Tucked away on Lexington Avenue in the historic Pendleton Heights neighborhood, PH Coffee began brewing for Northeast in October 2019.
The four partners, Addison, Alex, Eric and Jarred, rehabilitated the building after deciding the sun-filled former United Television & Furniture corner was the perfect place for a coffee shop.
“It is a balancing act, of course, but we’ve all kind of fallen into our roles well and have different things we oversee and work on,” co-owner Jarred Donalson.
One of the partners, Alex Merrell, is also a part owner of Hammerhand Coffee in Liberty, Mo. With over a decade of experience, he does all of the company’s roasting and can occasionally be found behind the bar.
“We offer coffee from all over the world,” Donalson said. “Right now we have a great Ethiopian, a really awesome Guatemalan, and we also have a bunch of different blends that we carry regularly.”
Perfect for chilly winter days, their spicy Mayan mocha and vanilla cinnamon flat white will warm both the hands and the soul.
Baristas make their own vanilla extract for lattes using fresh vanilla beans, which turns out creamier and smoother than most bottled varieties.
“I always wanted a coffee shop in Pendleton Heights, and so it’s fun to be able to work with the neighborhood that I have loved for such a long time,” said Amanda Gibson, store manager, barista and resident of the neighborhood.
On drip right now, PH has a Guatemalan Quejina, and a naturally processed Ethiopia for their pour over. They also offer a variety of Hugo teas, even a spicy chai and smooth matcha.
“Everyone has a preference, there’s not one way that’s better than another, it just depends what you prefer,” Gibson said. Her preference is a cortado: two ounces of espresso, two ounces of steamed milk with very little foam.
Gibson describes latte art as a skill anyone can learn, but with a lot of patience and practice. Both an art and a science, perfecting milk texture for various drinks is based on the way it’s steamed. Cappuccinos are foamier than cortados, which changes how it’s poured and how much control baristas have while creating art. She’s constantly refining her technique.
After being known for bringing creative and delicious food trucks into the neighborhood on weekends, PH Coffee recently started serving its own weekend brunch specials – complete with alcoholic coffee beverages, like an Irish mocha.
In March, they’ll add cheese plates to the menu and begin bringing in local distillers and breweries.
Co-owner Eric Rosell said the food they offer is all based on community input, leading them to serving creative and convenient items.
“What we heard from surveys and just talking to people was breakfast sandwiches, vegan, gluten-free items, and just kind of a variety,” Rosell said. “They said they wanted a scone, so I did a bacon scone and that seemed to be selling the most.”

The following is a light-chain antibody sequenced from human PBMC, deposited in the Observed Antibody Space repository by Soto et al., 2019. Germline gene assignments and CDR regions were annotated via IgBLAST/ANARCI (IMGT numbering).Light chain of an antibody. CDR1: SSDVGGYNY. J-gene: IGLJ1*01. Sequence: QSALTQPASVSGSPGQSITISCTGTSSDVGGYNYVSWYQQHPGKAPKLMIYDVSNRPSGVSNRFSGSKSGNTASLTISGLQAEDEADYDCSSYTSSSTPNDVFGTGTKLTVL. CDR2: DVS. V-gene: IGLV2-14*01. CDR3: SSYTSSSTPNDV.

On a blustery Wednesday in January, Rosell was busy preparing to bake dozens of scones to sell that week.
“All of it pairs really well with the coffee we serve,” Rosell said. “If you’re going to chill here or take it to go, you can just get a really good cup of coffee plus a baked item that’s actually really good.”
Rosell said the ability to create and prepare their own menu has helped them control costs better, but also allows them to be responsive to what customers want.
“We really are at the core, a neighborhood coffee shop,” Donalson said. “Because of where we’re at we don’t really get your random bypasser so we tend to know our customers really well, which is really fun.”
PH also hosts the Pendleton Heights monthly neighborhood association meetings, and had been the hub of other neighborhood activities pre-COVID. They’re looking to add more outdoor seating as the weather warms up and provide space for local businesses to sell some of their goods or partner with them.
“We’re trying to do more to get people engaged in the street corner – you know, we have the pocket park across the street – so trying to offer reasons for people to come out and do things and be safe while they’re doing it,” Donalson said.
PH sources gluten-free pastries from Kansas City bakeries, and Donalson said they’ve been lucky to connect with many partners, like Boozy Botanicals and Stag Pizza, which are also based in the neighborhood, and a local designer who creates their merchandise.
A gallery opened in the shared space next door recently as a place for local artists to display their work and hold events, and guests can still enjoy their coffee in the space during the day.
“When we started PH Coffee, we wanted our clientele to represent the neighborhood, and we’ve seen some success with that,” Donalson said. “Coffee shops are generally white spaces, so to see people who don’t fit your normal mold has been great, and we’re still trying to figure out different ways we can engage with people who aren’t your normal coffee shop-goer.”
PH Coffee offers whole bean coffee subscriptions or for purchase as individual bags, which can be ground to preference, a variety of Kansas City goods, and Paleteria Tropicana ice cream.
“I do love coffee, but to me, coffee is more than that drink that you get, it’s about connection and building community,” Gibson said. “The neighborhood has wanted a space like this for a long time, not just for coffee but a communal space in our neighborhood, and we’re seeing that happen.”